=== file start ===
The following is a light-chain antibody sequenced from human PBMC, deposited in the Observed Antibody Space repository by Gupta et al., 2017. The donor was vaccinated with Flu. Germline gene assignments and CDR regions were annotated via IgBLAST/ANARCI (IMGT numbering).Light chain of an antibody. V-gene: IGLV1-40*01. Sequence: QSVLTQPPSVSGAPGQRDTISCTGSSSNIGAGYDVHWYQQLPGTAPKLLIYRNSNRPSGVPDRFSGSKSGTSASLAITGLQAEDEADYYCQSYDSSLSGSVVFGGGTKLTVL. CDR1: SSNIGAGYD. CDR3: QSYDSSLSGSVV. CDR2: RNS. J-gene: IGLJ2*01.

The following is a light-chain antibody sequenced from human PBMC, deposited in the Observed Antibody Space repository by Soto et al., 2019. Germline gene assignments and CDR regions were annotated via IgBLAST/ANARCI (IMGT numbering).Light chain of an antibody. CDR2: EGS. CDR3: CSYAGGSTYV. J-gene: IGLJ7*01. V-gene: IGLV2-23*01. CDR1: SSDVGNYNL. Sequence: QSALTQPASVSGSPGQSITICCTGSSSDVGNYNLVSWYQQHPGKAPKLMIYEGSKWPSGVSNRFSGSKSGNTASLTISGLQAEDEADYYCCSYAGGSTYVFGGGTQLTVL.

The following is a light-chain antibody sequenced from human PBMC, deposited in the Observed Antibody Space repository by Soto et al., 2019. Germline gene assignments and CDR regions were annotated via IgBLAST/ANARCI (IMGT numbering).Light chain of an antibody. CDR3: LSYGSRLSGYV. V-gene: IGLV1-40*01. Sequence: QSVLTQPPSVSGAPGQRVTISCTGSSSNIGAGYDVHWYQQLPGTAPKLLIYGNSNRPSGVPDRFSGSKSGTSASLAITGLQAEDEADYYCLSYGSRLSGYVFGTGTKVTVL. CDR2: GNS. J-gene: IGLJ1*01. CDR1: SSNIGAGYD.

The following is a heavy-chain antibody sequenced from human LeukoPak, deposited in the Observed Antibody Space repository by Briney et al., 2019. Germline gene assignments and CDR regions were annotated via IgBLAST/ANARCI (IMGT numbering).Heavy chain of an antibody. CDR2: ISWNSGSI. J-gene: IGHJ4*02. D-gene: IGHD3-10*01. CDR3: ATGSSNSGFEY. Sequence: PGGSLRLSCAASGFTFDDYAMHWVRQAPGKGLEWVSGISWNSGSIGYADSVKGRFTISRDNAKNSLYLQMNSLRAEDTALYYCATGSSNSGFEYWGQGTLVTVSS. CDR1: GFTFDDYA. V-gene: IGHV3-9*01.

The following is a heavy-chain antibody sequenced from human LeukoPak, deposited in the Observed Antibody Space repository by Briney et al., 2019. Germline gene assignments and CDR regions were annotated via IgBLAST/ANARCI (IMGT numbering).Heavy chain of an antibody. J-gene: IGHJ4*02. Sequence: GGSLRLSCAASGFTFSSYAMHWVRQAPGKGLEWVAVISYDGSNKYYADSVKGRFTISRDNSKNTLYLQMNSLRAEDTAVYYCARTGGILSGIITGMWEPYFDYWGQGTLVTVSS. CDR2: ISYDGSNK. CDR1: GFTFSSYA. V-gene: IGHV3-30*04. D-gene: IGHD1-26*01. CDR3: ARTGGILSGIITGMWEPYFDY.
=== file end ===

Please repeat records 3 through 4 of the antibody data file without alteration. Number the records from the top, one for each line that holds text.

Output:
The following is a light-chain antibody sequenced from human PBMC, deposited in the Observed Antibody Space repository by Soto et al., 2019. Germline gene assignments and CDR regions were annotated via IgBLAST/ANARCI (IMGT numbering).Light chain of an antibody. CDR3: LSYGSRLSGYV. V-gene: IGLV1-40*01. Sequence: QSVLTQPPSVSGAPGQRVTISCTGSSSNIGAGYDVHWYQQLPGTAPKLLIYGNSNRPSGVPDRFSGSKSGTSASLAITGLQAEDEADYYCLSYGSRLSGYVFGTGTKVTVL. CDR2: GNS. J-gene: IGLJ1*01. CDR1: SSNIGAGYD.

The following is a heavy-chain antibody sequenced from human LeukoPak, deposited in the Observed Antibody Space repository by Briney et al., 2019. Germline gene assignments and CDR regions were annotated via IgBLAST/ANARCI (IMGT numbering).Heavy chain of an antibody. CDR2: ISWNSGSI. J-gene: IGHJ4*02. D-gene: IGHD3-10*01. CDR3: ATGSSNSGFEY. Sequence: PGGSLRLSCAASGFTFDDYAMHWVRQAPGKGLEWVSGISWNSGSIGYADSVKGRFTISRDNAKNSLYLQMNSLRAEDTALYYCATGSSNSGFEYWGQGTLVTVSS. CDR1: GFTFDDYA. V-gene: IGHV3-9*01.